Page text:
Lessons from David Foster Wallace on constructing meaning from experience

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Photo by Brendan Church on Unsplash

This has been a year of reflection. Rarely have we had so much time on our hands, yet so few actions to put to it. The upshot is that, now more than ever, we simply have the time to think.

From ruminations on mortality and human fallibility, to learning how to embrace boredom by letting our thoughts wander freely, to simply putting our minds to work and never giving up — we have all found ourselves immersed in some serious contemplation of late.

For many of us, this unexpected surplus of thinking time will prove a boon in the long run. However, we must not underestimate its potential drawbacks. …


An analysis of the politics and compromises required in shaping the human rights passages of the UN Charter.

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Representatives of the countries of the United Nations prepare to sign the UN Charter in San Francisco: Chicago University MUN.

Upon its signing in San Francisco on 26 June 1945, the United Nations Charter gave prominence and consideration to human rights as no treaty ever had before. It laid out in the public domain and in international law that its members supported the respect and observance of human rights “for all”.

However, despite its importance as a milestone in the development and advancement of international human rights, the myriad political maneuverings and compromise required in securing its drafting left many pertinent passages vague and ill-defined. …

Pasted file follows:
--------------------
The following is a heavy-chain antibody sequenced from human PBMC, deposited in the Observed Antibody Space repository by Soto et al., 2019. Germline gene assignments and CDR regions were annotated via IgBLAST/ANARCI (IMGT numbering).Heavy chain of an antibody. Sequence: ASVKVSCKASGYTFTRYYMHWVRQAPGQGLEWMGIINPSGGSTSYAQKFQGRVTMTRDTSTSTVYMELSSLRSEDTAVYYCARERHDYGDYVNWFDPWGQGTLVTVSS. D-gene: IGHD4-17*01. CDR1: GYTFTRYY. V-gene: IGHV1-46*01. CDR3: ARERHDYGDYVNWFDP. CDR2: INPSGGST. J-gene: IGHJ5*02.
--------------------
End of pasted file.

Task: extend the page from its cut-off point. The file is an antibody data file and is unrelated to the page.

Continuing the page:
Before brands start tweeting about social change, first they must address the lack of racial diversity within their own boardrooms and management teams.

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It was the campaign that stopped Wall Street’s bull in its tracks.

On International Women’s Day in 2017, the world awoke to a defiant new addition to New York’s macho financial district — a four-foot-high bronze statue of a girl resolutely staring down Arturo Di Modica’s famous ‘Charging Bull’ sculpture.

Dubbed ‘Fearless Girl’ by its creator Kristen Verbal, the statue was commissioned on behalf of State Street Global Advisors and unveiled to mark the launch of a campaign squared at increasing diversity on corporate boards and in leadership positions.

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Image: Steven Gomez by Pexels

The campaign called out 3,500 of the world’s largest companies that together comprised some $30 trillion in market capitalization — yet one in four of which hadn’t a single female director on their boards. …


Can startup culture save us?

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Photo by Nick Fewings on Unsplash